The fourth edition of Parabere Forum took place in Malmo on the 4th-5th March 2018 was dedicated to Edible Cities and exploring the tensions between urbanization and food security and inspiring solutions.
Inevitably with world attention on #metoo issues, the Forum addressed equality and how best to improve gender balance in the culinary workspace. The conference was set up by journalist/author Maria Canabal to provide a different kind of meeting of women working in food in the widest sense: chefs, mixologists, hoteliers, bakers, producers, activists, culinary centric press and marketing specialists. This year, there were 400 delegates from Scandinavia to Alaska, Australia to Italy.
Though there are some male delegates, Rene Redzepi was the only man invited to speak. He raised a standing ovation after explaining how Noma is developing a company culture focused on inclusion as the key driver of creativity and a happier restaurant culture for both chefs and guests.
Looking ahead to the fifth Parabere Forum in Oslo, Maria Canabal said: “Our community has grown considerably since the first edition 4 years ago. We believe our industry must be inclusive and not treat women as a category, hence are a campaign against gender awards and preference to call female chefs.”
Here are some of the top talking points from this year's event.
A positive female network - Anne-Sophie Pic
Anne-Sophie Pic flew to Parabere Forum directly from Paris, fresh from winning the creativity prize at Omnivore. Pic spoke candidly about her struggle to win over the male-dominated kitchen at her late father’s Maison Pic 3 Michelin star restaurant, how she switched to front-of-house before realizing her real passion was for the kitchen which made her even more determined to succeed.
“We need to change history and make a long-term women’s inclusive vision” said Pic. “This is why Parabere Forum is so important, we need to bring experts and mentors together and create a positive female network.” Pic finished her conversation saying: “I want to live, what I believe.”
TheTortellantestarted small as many of the best ideas do. They were initially looking for an after school project for their son Charlie and some of his fellow special needs school friends. They hit on tortellini, fundamental to the DNA of Modena and a food Charlie enjoyed. Gilmore asked herself who were the best egg pasta or tortellini makers? The older generation, like Lidia Cristoni who so greatly inspired Massimo Bottura when he was starting out and still makes tortellini for him. The project pairs retired women with the young adults to teach them tortellini skills. Participants take home what they’ve made to provide supper for the family, giving a real sense of achievement.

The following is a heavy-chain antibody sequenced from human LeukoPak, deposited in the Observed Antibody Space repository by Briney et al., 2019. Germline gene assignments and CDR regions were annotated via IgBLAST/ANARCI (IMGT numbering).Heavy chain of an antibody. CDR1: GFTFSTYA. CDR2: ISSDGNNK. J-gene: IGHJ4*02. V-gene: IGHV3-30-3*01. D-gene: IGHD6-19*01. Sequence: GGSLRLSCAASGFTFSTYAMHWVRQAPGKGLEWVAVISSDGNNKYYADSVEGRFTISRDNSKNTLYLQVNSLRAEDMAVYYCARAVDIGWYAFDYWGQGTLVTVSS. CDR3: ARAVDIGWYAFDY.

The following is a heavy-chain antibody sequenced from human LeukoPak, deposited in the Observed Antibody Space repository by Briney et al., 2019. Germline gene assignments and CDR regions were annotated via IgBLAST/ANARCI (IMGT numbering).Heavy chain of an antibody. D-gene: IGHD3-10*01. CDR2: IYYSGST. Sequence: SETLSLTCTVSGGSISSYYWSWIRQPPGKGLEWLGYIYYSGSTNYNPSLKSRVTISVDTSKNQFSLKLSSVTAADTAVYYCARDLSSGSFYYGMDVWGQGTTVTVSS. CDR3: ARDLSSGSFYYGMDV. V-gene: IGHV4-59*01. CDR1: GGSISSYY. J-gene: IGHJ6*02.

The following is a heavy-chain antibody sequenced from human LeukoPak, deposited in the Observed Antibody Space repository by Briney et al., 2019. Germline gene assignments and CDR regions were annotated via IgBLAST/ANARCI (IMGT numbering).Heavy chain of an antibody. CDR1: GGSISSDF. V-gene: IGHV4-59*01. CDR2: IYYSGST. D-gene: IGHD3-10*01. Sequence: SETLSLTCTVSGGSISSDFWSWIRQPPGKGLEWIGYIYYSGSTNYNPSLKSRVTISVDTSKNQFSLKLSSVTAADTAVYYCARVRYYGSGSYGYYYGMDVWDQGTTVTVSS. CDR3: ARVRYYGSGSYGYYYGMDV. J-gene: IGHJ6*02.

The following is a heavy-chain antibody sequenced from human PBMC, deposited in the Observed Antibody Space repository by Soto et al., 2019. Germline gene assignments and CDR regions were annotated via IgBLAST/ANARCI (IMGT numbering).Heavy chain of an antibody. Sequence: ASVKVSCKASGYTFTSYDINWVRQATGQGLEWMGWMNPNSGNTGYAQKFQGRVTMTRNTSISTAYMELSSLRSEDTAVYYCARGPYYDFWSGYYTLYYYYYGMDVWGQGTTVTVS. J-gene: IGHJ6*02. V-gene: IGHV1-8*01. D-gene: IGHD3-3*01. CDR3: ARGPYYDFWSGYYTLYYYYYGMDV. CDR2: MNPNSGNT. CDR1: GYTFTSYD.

At Parabere, Gilmore announced excitedly that the Mayor of Modena has just given them a new site for theTortellante “school” in the centre of Modena, which will open Autumn 2018 with a proper shop. Restaurateurs contributing meaningful social change is a welcome future trend likely to build momentum.
Urbanisation & food waste – Ronni Kahn
The critical relationship between urbanization and food security was the key subject of Parabere. Most powerful was Australian waste activist and creator of Oz HarvestRonni Kahn, who had the forum entranced and in tears. After a long career as a private caterer, South African born Kahn returned to visit Soweto with a friend involved in education charities there. This visit was a life-changing moment. On her return, Kahn set up the modest beginnings of a food waste redistribution network with one van collecting otherwise disposed of foods from supermarkets and delivering it to the disadvantaged.
The reach of Oz Harvest is now phenomenal. Kahn explained: “I believe starting in a low-key way and looking forward within one’s own workspace and familiar networks is the way to start change”. Kahn emphasizes that beyond the practical, she seeks a fundamental change of mentality in work practices and responsibilities.
Making wasted urban space a food source – Indira Naidoo
Fellow Australian community change-maker and broadcaster Indira Naidoo explained how she started to grow herbs on her city balcony as a non-gardener and food-loving occasional cook. She decided to make it her mission to convert wasted urban space into growing spaces. “I realized I was part of the urban problem,” admits Naidoo, “just by shopping mindlessly in supermarkets, and I wanted to become part of the solution.”
From creating her own edible balcony and writing a book on the process, Naidoo has rapidly become more pro-active. She set up a gardening project for the homeless using otherwise wasted roof space, another similar space became a fertile site to grow food to teach schoolchildren who came to class malnourished, and inspire their parents to use fresh produce. Working with asylum families who often have farming skills yet no growing space of their own has become a solution Naidoo is particularly committed to. “The garden becomes a common language and promotes greater positivity”.
There is surely an opportunity for chefs, many of whom now have their own farms/significant kitchen gardens, to work with asylum communities too. Where they already are growing, they could supply restaurants. Asma Khan of London’s Darjeeling Express has such a project with a group of retired Ghurka community gardeners who supply her Soho restaurant.
Is Bread Tomorrow’s Ingredient - Apollonia Poilâne
Daughter of the founders of Poilâne, Apollonia Poilâne now runs Maison Poilâne in Paris and explained how she believes the future is in bread and served way beyond the side plate. She talked about creating recipes where bread, even stale “repurposed” breadcrumbs could become essential to dishes in new and creative ways as part of taking a no waste policy into the kitchen. Maybe bread really is the under-rated ingredient of the future.
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